Two Secretaries Of State Running For Governor And Suppressing Voter Rights–Brian Kemp In Georgia And Kris Kobach In Kansas

A new level of political corruption is now occurring in upcoming state elections for Governor.

In Georgia, Brian Kemp is the Secretary of State since 2010, responsible for keeping track of voter registration. He is the Republican nominee for Governor, and has refused to allow updating of registration, with 70 percent of 53,000 voters not being allowed to vote being African Americans, and with his Democratic opponent, Stacey Abrams, an African American female, protesting that Kemp should resign as Secretary of State, because he is interfering unjustly with the right to vote. Kemp has dismissed such calls for him to give up his government position as Secretary of State, despite the fact that he will be leaving that position at the end of the year, whether he wins or loses the Governorship race, but trying meanwhile to stack the deck against his African American opponent.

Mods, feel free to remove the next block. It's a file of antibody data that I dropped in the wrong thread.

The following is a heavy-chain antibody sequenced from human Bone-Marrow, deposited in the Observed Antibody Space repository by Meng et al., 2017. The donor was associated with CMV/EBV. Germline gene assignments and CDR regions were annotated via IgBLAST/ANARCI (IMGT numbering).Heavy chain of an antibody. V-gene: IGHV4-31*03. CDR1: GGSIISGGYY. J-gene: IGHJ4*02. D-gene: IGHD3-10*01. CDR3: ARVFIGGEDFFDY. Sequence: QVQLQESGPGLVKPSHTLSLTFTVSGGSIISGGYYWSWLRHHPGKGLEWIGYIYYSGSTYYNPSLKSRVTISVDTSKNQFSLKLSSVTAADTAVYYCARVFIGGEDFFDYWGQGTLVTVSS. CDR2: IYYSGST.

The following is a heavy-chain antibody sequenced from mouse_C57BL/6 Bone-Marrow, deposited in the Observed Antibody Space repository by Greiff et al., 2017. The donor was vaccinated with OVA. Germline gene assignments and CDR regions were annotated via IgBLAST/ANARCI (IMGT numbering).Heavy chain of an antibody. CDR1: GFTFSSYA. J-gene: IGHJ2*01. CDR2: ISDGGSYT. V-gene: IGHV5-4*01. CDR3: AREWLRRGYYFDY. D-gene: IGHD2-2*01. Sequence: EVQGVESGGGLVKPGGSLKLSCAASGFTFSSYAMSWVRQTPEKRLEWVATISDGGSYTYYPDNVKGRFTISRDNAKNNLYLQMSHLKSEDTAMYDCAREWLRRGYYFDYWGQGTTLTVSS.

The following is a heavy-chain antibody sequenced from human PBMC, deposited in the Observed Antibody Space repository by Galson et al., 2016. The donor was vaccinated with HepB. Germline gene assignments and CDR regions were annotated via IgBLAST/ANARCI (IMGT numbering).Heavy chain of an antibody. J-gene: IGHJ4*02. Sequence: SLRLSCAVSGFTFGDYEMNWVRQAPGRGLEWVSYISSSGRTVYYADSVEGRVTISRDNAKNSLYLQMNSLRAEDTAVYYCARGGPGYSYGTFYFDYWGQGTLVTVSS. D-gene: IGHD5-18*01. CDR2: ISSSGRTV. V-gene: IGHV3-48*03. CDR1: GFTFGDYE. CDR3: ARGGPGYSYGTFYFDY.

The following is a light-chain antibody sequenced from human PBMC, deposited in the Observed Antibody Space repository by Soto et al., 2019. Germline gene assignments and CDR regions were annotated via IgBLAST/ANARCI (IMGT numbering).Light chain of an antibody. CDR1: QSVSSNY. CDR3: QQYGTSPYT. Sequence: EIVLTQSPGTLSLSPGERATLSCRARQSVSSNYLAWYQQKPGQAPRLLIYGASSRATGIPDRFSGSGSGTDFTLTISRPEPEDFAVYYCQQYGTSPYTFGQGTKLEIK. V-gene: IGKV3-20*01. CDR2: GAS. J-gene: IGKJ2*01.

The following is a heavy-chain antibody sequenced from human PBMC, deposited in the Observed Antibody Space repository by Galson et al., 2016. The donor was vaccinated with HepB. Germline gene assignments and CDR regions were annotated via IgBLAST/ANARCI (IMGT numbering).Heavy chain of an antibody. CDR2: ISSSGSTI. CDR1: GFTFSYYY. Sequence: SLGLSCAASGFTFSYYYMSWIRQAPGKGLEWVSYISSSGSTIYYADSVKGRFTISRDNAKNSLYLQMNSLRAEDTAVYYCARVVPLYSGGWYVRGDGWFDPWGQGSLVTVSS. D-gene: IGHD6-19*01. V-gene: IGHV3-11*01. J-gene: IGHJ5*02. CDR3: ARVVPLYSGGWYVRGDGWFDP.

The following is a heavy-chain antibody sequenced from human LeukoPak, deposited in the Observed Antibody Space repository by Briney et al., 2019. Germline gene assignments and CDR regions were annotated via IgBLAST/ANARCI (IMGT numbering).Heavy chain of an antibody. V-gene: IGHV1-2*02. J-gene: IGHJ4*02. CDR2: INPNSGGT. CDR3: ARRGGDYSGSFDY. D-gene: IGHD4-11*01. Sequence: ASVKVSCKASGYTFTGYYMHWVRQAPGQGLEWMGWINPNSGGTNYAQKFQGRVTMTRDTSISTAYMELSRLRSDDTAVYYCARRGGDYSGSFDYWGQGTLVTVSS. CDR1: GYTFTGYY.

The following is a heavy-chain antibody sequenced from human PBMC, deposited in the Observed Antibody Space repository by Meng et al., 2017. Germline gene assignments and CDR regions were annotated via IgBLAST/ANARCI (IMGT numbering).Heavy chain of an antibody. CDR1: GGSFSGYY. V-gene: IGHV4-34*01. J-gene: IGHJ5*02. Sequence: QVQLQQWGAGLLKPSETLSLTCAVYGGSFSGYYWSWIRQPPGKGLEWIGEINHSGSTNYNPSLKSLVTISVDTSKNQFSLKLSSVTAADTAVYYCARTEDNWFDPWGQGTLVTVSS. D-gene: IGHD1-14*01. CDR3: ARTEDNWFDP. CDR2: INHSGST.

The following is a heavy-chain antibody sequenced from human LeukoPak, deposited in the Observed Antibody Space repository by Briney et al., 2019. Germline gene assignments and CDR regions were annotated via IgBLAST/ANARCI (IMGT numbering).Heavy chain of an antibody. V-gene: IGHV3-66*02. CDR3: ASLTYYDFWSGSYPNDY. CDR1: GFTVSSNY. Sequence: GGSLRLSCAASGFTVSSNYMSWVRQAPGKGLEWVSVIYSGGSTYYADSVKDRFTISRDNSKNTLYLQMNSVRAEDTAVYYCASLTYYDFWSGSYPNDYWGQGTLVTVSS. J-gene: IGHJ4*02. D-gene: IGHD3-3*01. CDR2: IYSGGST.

In Kansas, Republican nominee for Governor Kris Kobach, has been Secretary of State since 2011, and has removed nearly 20,000 people from voter rolls, and implemented some of the strictest voter ID laws in America. He has been noted nationally for his charges of voter fraud being widespread, and he has purged voter rolls in the same corrupt way that Kemp has in Georgia, and it will affect voting next month, as it will in Georgia. He has been the strongest advocate of nativism toward immigrants, and headed a White House Presidential Advisory Commission On Election Integrity in May 2017, disbanded without a report in January 2018. Kobach has been a lightning rod for many who have accused him of massive corruption, and discriminatory policies toward immigrants, making him the hero of white supremacists and nativists, even more than Brian Kemp.

Both Kemp and Kobach are close friends of Donald Trump, who, of course, has no problem with what they are doing, since it benefits Republicans.